for managing filter cutoff. You can edit the resulting pitch, volume, and
brightness contours of the MIDI performance using an onscreen keyboard,
chart, and sliders.
Digital Ear supports General MIDI and XG-compatible synthesizers, but you
can remap MIDI controller messages to support synths that don't comply with
by Marty Cutler
can't tell you how valuable Digital Ear can be to a Sound
You have to hear what this software can do...”
special care in creating my own sound palette for sound
effects and for music creation. It is very important to have your own distinctive style in this business and towards that end,
sound designers need the best tools to get the job done.
Nothing is better, richer or more complex that the sounds that happen in the
real world, such as talking, animal groans or even the Doppler
effect of a passing car. Capturing these real world events and
applying the result to any audio data has been up till now, very
difficult. This is what has attracted me to DigitalEar because it's the best tool I have seen to accurately capture pitch,
brightness and volume data and then apply those sound
features to any audio file. I can't tell you how valuable this can be to a sound designer! You have to hear what this
software can do.
Presently, I am using DigitalEar to capture bird songs. This bird data will be
used in coming projects to create voice effects with a much richer brush stroke than I had before! The applications
Barry Blum, Composer / Sound Designer
Barry Blum has been in the industry since 1989 working for
various companies such as SEGA, Gametek, 3DO and as an
Before the game industry, he
was a recording artist and an award winning record producer,
for labels such as RCA, Fantasy, Megatone etc. At 3DO, he
manages all audio content creation from Sound Design and Composing
to Scoring for their full motion videos. He has
contributed to High Heat Baseball, Heros of Might and Magic 4,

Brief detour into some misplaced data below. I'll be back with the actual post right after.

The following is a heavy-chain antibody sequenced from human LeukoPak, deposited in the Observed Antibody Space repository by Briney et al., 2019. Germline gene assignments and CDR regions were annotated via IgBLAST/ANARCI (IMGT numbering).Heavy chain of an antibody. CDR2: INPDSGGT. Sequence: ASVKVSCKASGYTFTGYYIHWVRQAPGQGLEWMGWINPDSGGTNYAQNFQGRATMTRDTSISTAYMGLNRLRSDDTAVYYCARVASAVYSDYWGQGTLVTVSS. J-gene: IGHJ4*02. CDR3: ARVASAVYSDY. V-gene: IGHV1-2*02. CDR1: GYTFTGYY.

Dragon Rage, Warriors of Might and Magic, Sarge's Heros, Armymen 3D,
Cubix, Battletanks, Mad Trix, Portal Runner, Shifters, and World
Destruction League. At SEGA, he worked on Sonic Spinball and Jurassic Park.
Music Software Monthly newsletter:
“Sing in one
end and come out as a piccolo at other. Cool!”
I get the file conversion blues! Today, I need to convert a WAV to
MIDI for a little idea I've been kicking around with. Normally, I'd
be downloading a few programs and spending my afternoon checking
them out. But I'm going to take a chance with my copy of Music
Software Monthly disc. I'm going to play with Digital Ear. [...]
Installation is a largely a breeze. It's a bit of hassle to have to
re-boot after installation, but it's not exactly the end of the
world, is it? [...]
And this we have the
moment of truth. I have a trumpet sample that I need to convert to
MIDI. Loading the WAV is intuitive, as is the process of conversion.
For basic conversions such as the one I'm interested in, just hit
'Start'. The resulting MIDI sounds pretty good. And it's only taken
me a couple of minutes so far. The interface is easy to decipher.
That's one of the neat things about Digital Ear - simplicity.
Still, don't get the idea that this program is one-trick pony. Digital Ear can also do real-time
conversion from your microphone. This means you can use your voice
as a MIDI controller. Sing in one end and come out as a piccolo at
But that's more than I needed. I just needed a simple format
conversion tool and Digital Ear was fine for the job."